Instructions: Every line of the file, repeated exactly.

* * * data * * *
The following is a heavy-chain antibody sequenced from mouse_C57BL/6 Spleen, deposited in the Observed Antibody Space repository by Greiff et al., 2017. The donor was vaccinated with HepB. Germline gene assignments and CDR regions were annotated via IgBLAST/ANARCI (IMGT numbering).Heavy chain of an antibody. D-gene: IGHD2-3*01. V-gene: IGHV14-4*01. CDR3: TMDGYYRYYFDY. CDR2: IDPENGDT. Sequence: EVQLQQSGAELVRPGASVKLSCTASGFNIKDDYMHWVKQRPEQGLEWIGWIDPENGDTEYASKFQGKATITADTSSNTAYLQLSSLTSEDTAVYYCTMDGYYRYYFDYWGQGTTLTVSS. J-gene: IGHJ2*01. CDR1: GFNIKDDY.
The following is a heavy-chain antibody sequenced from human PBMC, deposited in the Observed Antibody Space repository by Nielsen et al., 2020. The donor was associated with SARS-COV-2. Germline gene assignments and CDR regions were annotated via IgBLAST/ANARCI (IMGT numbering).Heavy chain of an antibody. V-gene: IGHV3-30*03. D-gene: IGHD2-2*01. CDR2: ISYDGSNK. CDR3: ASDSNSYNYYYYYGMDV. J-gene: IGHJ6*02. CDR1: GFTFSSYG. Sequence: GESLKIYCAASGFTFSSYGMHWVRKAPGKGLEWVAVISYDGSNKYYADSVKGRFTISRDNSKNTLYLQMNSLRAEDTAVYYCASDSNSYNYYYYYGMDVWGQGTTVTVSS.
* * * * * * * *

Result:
The following is a heavy-chain antibody sequenced from mouse_C57BL/6 Spleen, deposited in the Observed Antibody Space repository by Greiff et al., 2017. The donor was vaccinated with HepB. Germline gene assignments and CDR regions were annotated via IgBLAST/ANARCI (IMGT numbering).Heavy chain of an antibody. D-gene: IGHD2-3*01. V-gene: IGHV14-4*01. CDR3: TMDGYYRYYFDY. CDR2: IDPENGDT. Sequence: EVQLQQSGAELVRPGASVKLSCTASGFNIKDDYMHWVKQRPEQGLEWIGWIDPENGDTEYASKFQGKATITADTSSNTAYLQLSSLTSEDTAVYYCTMDGYYRYYFDYWGQGTTLTVSS. J-gene: IGHJ2*01. CDR1: GFNIKDDY.
The following is a heavy-chain antibody sequenced from human PBMC, deposited in the Observed Antibody Space repository by Nielsen et al., 2020. The donor was associated with SARS-COV-2. Germline gene assignments and CDR regions were annotated via IgBLAST/ANARCI (IMGT numbering).Heavy chain of an antibody. V-gene: IGHV3-30*03. D-gene: IGHD2-2*01. CDR2: ISYDGSNK. CDR3: ASDSNSYNYYYYYGMDV. J-gene: IGHJ6*02. CDR1: GFTFSSYG. Sequence: GESLKIYCAASGFTFSSYGMHWVRKAPGKGLEWVAVISYDGSNKYYADSVKGRFTISRDNSKNTLYLQMNSLRAEDTAVYYCASDSNSYNYYYYYGMDVWGQGTTVTVSS.